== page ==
Don Paterson (OBE) has been awarded the Queen's Gold Medal for Poetry. He was recommended by Carol Anne Duffy (CBE), the British Royal Court's Poet Laureate. The Scottish bard was chosen for the medal by a committee of "eminent men and women of letters", selected by Ms. Duffy.
Says Duffy: "It’s simply about excellence, and it means that the monarchy can sprinkle a little stardust on poetry.”
Yes, she really said that.
Unabashed, she continued to heap praise on the medallist's poetry: “It’s formally very accomplished, and technically brilliant" (i.e. it's uses conventional rhyme and metre). Duffy then ploughed on, embarassingly, about how Paterson taps into "deep, timeless human experiences" and ended with a resounding cliche, cleverly combined with a bit of canonisation: "He’s a poet for all time who speaks very much to us in the 21st century, to our preoccupations, but he also belongs in the company of the poets of the past.”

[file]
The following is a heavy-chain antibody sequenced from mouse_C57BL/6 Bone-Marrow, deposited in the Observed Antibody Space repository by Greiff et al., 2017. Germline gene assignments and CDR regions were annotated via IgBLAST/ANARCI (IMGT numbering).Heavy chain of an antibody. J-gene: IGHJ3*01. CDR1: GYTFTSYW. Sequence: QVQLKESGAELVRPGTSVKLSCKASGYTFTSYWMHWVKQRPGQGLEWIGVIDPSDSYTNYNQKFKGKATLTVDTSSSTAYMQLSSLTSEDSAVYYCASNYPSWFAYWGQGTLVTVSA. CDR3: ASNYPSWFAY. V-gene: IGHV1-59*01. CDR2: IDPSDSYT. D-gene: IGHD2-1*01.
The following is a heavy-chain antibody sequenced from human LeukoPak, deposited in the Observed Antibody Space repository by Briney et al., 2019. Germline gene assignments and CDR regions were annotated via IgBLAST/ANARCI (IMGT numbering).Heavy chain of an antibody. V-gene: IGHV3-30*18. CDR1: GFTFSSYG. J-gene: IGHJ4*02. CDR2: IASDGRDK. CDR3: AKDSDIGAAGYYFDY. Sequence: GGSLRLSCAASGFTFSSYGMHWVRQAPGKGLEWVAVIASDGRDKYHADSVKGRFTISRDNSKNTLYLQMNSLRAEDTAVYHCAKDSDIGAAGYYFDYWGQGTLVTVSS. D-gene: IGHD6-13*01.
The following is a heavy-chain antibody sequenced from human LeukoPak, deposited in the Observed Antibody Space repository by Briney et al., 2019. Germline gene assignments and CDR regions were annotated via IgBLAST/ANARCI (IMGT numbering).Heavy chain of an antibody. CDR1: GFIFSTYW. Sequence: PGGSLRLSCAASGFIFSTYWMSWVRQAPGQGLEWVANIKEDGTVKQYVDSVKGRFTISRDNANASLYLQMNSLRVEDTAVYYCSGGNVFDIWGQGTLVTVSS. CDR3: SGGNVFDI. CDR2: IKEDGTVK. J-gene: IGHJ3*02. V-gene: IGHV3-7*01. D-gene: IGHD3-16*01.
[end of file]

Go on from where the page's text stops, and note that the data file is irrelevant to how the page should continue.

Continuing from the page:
It's appropriate that the award was instituted by King George V: Paterson's poetry reads to me like minor Georgian poetry. But that's the way with literary awards; the example of Abdellatif Laabi below shows that they sometimes, almost by chance, get the right person. But not often. Ah, well. 'Twas ever thus.